Sunday, February 14, 2016

Scalia croaks and I get to be glad

"There are those who contend that it does not benefit African Americans to get them into the University of Texas where they do not do well, as opposed to having them go to a less-advanced school, a slower-track school where they do well." — Antonin Scalia 

YESTERDAY Paul called me from the checkout line to tell me that Supreme Court Justice Antonin Scalia had gone on to present his case to the big judge in the sky. Actually, I don't believe in a big judge in the sky, but nevertheless, Paul was confident the news of his death would brighten my day. 

I immediately posted an alert on Facebook. Many people whooped, but some people scolded me, albeit gently, for "celebrating" his death.

I'm of the opinion that everybody gets to feel how they want about it. 

To those who believe I'm being unkind, ask yourself: Did you think it was a good thing when Osama bin Laden or any other malevolent force in the world bit the dust? 

If so, you don't actually believe that being relieved, perhaps even glad, when someone dies is wrong, as a moral absolute. You just think you should be the one who gets to decide which ones we're better off without.



A pair of comments seem too trenchant not to share. Lynda Blackburn said, "Why do people get so up in arms if others don't weep over someone's death? Death is inevitable; none of us survive it. He had a long life, and other than family and a few close friends, who will miss him? Certainly not the millions of people affected by his decisions. I'd say he's getting more respect than he ever gave anyone else."

And a FB friend of Galen Brooks, Courtnee Fallon Rex said, "Everyone dies, people. Dude kicked it sleeping in his bed after a lifetime of service to hatred and cruelty and abuse of power, and the seat he leaves matters. There is a reason you feel joyous or satisfied or relieved or excited right now, and it has nothing to do with some kinda random unspoken rule that you aren't allowed to continue to feel a way about a person after they're no longer the person they always were."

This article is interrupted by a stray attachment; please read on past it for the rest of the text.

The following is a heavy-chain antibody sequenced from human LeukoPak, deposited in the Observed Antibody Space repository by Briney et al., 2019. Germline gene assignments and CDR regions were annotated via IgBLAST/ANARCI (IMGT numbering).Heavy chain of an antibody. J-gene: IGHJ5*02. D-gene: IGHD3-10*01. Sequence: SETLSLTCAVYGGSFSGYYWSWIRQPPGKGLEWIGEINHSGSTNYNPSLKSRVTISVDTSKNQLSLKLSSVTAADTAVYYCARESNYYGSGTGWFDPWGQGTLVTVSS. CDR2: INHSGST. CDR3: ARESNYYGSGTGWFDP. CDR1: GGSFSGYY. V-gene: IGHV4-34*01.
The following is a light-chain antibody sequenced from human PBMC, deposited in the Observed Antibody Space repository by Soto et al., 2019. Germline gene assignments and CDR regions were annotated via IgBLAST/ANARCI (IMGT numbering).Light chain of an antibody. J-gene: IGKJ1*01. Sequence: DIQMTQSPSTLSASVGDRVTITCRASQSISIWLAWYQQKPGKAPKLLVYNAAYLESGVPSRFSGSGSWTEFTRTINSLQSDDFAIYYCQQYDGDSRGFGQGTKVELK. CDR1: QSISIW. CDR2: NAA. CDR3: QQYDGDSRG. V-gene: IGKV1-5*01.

And who he was, was an intolerant theocrat who thought that it was perfectly fine to hate people. In reference to gay people he said, "One could consider certain conduct reprehensible . . . and could exhibit even animus toward such conduct." 

Well, there you have it! I thought his conduct was often "reprehensible", so no, I don't feel sad he's dead. I'll even own up to animus. But don't blame me. He's the one who said it's okay. Permission granted by the man himself. 

Below are just some of Scalia's mean-spirited opinions as compiled by Elisha Fieldstadt from NBC News.


On Gay Rights:
From the point that the Supreme Court first ruled in favor of gay rights in 1996, when the majority ruled that states could ban discriminatory acts against gay people, Scalia's opinion on the subject had some cringing.

"Of course, it is our moral heritage that one should not hate any human being or class of human beings. But I had thought that one could consider certain conduct reprehensible — murder, for example, or polygamy, or cruelty to animals — and could exhibit even 'animus' toward such conduct," Scalia wrote in his dissent.

While speaking at Princeton in 2012, Scalia was asked by a student why he would compare laws banning homosexuality with laws against murder.

"It's a form of argument that I thought you would have known, which is called the 'reduction to the absurd,'" Scalia answered. "If we cannot have moral feelings against homosexuality, can we have it against murder? Can we have it against other things?"